In a last minute effort to avoid a naval raid on the Gaza bound ship Rachel Corrie, the Foreign Ministry Friday urged the activists on board to change course and head for the Israeli port of Ashdod.

The ship is expected to close in on Gaza Saturday morning. It's the second attempt this week by the Free Gaza Movement to break Israel's naval blockade of Gaza as well as its closure of that area's land passages to all but humanitarian aid.

On Monday morning, nine activists were killed during an IDF sea raid of the Free Gaza Movement's flotilla of six ships which had wanted to reach the Gaza shore.

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"I want to once again deliver a message that has been delivered in both public and private channels to the Rachel Corrie ship heading toward Gaza," Foreign Ministry Director General Yossi Gal said in a statement he released to the press. 

He also held a short press conference for the foreign media to deliver the message on camera at the instruction of the septet forum of senior cabinet members which met late Thursday night.

The cabinet agreed that Israel must maintain the naval blockade of Gaza so that it could prevent Iran and terrorists groups such as Hizbullah from sending weapons to Hamas.

Israel's navy is prepared to intercept the ship and Netanyahu has instructed it not to harm the activists.

The Foreign Ministry said it hoped the activists on board would reconsider their position.

"We have no desire for a confrontation," said Gal. "We have no desire to board the ship. If the ship decides to sail the port of Ashdod, then we will ensure its safe arrival and will not board it," he said.

"Israel is prepared to receive the ship and to offload its contents. After an inspection to ensure that no weapons and war materials are on board, we are prepared to deliver all of the goods to Gaza," Gal said.

"Representative of the people on board and relevant NGOs are welcome to accompany the goods to the crossings," he said.

Free Gaza co-founder: We won't cede to Israel's request

Greta Berlin, a co-founder of the Free Gaza movement, said those on board the ship had no intention of ceding to Israel's request. Nor, she said, were they impressed by Netanyahu's statements Thursday to UN Middle East envoy Tony Blair, in which he promised to increase the amount and variety of goods which could enter Gaza by land.

"We do not trust Israel anymore," said Berlin.

"Our mission is to break the blockade of Gaza," she told The Jerusalem Post. Unlike the six ship flotilla which had close to 700 people, the Rachel Corrie, she said, had only 20 people on board. These people are all non-violent, she added.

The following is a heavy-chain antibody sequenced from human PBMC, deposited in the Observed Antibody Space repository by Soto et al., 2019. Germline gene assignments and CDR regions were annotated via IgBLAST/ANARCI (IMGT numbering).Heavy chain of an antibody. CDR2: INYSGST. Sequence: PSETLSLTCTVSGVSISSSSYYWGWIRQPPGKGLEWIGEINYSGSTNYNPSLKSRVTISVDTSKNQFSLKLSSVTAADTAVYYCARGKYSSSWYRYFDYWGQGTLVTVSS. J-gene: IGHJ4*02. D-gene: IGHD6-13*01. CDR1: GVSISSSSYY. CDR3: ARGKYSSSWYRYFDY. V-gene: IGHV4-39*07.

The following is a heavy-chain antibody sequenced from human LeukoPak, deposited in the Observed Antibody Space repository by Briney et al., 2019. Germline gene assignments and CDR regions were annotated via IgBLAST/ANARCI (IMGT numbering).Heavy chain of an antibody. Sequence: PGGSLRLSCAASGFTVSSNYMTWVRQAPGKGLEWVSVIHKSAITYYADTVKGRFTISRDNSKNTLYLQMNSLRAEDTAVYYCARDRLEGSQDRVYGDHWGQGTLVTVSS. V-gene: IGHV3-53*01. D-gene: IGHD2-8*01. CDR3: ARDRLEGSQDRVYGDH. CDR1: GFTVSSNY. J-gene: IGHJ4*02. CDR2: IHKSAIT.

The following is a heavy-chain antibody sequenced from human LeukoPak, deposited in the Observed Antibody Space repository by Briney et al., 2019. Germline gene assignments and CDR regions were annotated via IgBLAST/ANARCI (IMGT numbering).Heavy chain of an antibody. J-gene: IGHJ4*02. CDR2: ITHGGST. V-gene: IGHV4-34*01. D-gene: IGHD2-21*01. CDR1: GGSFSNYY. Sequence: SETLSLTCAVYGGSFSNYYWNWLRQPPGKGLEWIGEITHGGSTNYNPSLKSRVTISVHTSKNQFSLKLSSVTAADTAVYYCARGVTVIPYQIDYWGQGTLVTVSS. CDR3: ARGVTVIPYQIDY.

The Foreign Ministry in Ireland said it had been in touch with the Israeli government regarding the rights of its citizens on board the ship, but did not elaborate.

In Washington, the State Department said US officials had been in touch with "multiple" countries, including the Israeli and Irish governments, about the latest effort to reach Gaza by boat.

"Everyone wants to avoid a repetition of [Monday's] tragic incident," spokesman P.J. Crowley said. He added that the US had been in contact numerous times with Israeli authorities in recent weeks. "We urged caution and restraint," he said.

International condemnation continued Friday, with protests in Syria, Greece, Bahrain and Malaysia, where some demonstrators burned Israeli flags and carried mock coffins. In Norway, the military canceled a seminar scheduled for later this month because an Israeli army officer was to have lectured.



Nobel laureate, former UN assistant head on board ship

Israel has allowed ships through five times, but has blocked them from entering Gaza waters since a three-week military offensive against Gaza's Hamas rulers in January 2009.

Israeli claims that went it intercepted Monday's flotilla of ships activists on one of them, the Marmara, ambushed the soldiers after they descended onto the board from helicopters. The military and Turkish TV have released videotape that backs up that claim. Returning activists admitted fighting with the Israeli commandos but insisted their actions were in self-defense because the ships were being boarded in international waters by a military force.

The Marmara, which was carrying hundreds of activists sponsored by an Islamic aid group from Turkey, the Foundation for Human Rights and Freedom and Humanitarian Relief. Israel outlawed the group, known by its Turkish acronym IHH, in 2008 because of alleged ties to Hamas.

The Rachel Corrie is owned by the Free Gaza Movement. It set sail from Ireland. It is flying a Cambodian flag and is funded by money raised by a former prime minister of Malaysia. Among the passengers are two well known Irish citizens, Nobel Peace Laureate Mairead Maguire and Denis Halliday, a former UN assistant secretary-general. Also on board are  Malaysian journalists, a member of its parliament and a former political secretary.

AP contributed to this report.

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